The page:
A regular among favourites in tournaments and reigning world champions, Germany are along with defending champs, Spain and host, France the teams really being tipped as the teams best equipped to win the Euro.
The host, France are naturally the leading favourites by default, considering the tournament is on home soil but if we are to be honest, their opening game wasn’t at all impressive and without the inspiration of Payet, they’d probably have earned a mere draw against Romania.
The French looked anything but a cohesive unit and the man we all expected to be France’s star and a major force in midfield turned in a somewhat underwhelming performance. Yes, I’m looking at you Pogba. There was none of his clever shimmying or cheeky yet killer passes nor did we see his usual energetic runs from box to box. Things we’ve all gotten use to seeing from him week in, week out in Juventus’ midfield.
Defensively they are suspect and that was demonstrated by a clumsy tackle from Evra, which led to a penalty for Romania. Not to mention, the Romanians constantly cut through that defense like a knife through butter, creating far more opportunities than I had anticipated they would; chances they should’ve converted.
It was, however, important to start the opening game with a win and that they did. It was a win birthed from a moment of individual brilliance but a win that could also spur them on to become eventual champions.
Reigning world champs Germany turned in a strong performance against Ukraine but were still caused a great deal of trouble by most of their attack, especially in the first half and had it not been for the ever impressive Neuer and some magical, yet logic defying defending by Boateng, they may have finished the game levelled. Germany’s defence were, however missing their defensive leader, Mats Hummels and it manifested itself through Ukraine’s copious chances.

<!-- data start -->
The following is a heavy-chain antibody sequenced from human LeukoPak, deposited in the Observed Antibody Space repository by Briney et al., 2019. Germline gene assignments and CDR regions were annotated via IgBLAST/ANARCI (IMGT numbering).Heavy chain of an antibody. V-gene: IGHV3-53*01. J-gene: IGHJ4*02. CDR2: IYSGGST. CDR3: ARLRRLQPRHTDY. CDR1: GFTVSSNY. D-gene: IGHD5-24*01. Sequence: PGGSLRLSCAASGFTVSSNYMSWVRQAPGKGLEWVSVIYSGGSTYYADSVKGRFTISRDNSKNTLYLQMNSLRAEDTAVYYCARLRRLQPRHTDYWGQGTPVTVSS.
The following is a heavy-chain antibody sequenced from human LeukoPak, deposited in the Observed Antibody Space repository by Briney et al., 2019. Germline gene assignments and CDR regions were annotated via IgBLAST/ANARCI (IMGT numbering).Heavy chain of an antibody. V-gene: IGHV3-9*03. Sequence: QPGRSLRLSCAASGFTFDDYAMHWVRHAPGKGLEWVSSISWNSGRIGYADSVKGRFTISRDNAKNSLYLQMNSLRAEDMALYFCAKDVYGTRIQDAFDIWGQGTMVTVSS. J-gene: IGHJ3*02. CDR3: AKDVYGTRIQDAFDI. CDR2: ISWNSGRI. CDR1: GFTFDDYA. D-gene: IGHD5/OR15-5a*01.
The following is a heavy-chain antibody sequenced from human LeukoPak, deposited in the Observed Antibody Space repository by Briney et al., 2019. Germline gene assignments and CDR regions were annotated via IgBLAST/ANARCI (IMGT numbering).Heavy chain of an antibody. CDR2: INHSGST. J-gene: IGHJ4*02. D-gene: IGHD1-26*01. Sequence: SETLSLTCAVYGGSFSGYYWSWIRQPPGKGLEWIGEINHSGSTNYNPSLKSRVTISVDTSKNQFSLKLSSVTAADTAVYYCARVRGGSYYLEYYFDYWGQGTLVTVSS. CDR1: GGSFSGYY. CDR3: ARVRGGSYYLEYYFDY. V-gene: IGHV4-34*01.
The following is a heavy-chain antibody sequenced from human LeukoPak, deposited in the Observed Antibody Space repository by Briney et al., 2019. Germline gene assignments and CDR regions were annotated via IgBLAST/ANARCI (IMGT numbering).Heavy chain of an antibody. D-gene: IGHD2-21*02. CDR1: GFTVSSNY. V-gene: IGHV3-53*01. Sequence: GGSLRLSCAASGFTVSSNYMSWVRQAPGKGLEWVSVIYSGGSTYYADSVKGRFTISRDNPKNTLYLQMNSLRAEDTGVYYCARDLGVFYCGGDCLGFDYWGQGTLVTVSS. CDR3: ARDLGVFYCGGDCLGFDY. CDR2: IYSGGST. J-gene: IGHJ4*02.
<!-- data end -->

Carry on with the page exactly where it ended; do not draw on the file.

Nevertheless, Germany had some stand out performers, chiefly Real Madrid’s Toni Kroos. Based on stats by Squawka, he missed all of two passes in the entire game. He absolutely dominated the midfield. Özil also had an impressive game and his form with Arsenal has spilled over to the tournament, evidenced by his two assists.
The opening performance by Germany, though not as disciplined as we are accustomed to, delivered the all important win, which will probably propel them to the title. It was without a doubt the best performance by a favourite in the tournament thus far.
Defending champs Spain, who are hoping for a much better performance in this tournament following their debacle in the last World Cup, turned in a very patient, typical Spanish performance and rightly secured a narrow win over the Czech Republic.
The Spanish seemed to have recovered some of their swag that won them the 2012 European Championship but they are still struggling to put the ball in the net, a feat that could be detrimental to their hopes of retaining the title for a third straight tournament, but their aptitude to keep possession and frustrate opponents has been their fortitude during their run of three successive International titles and it could be what fires them to a third consecutive European title.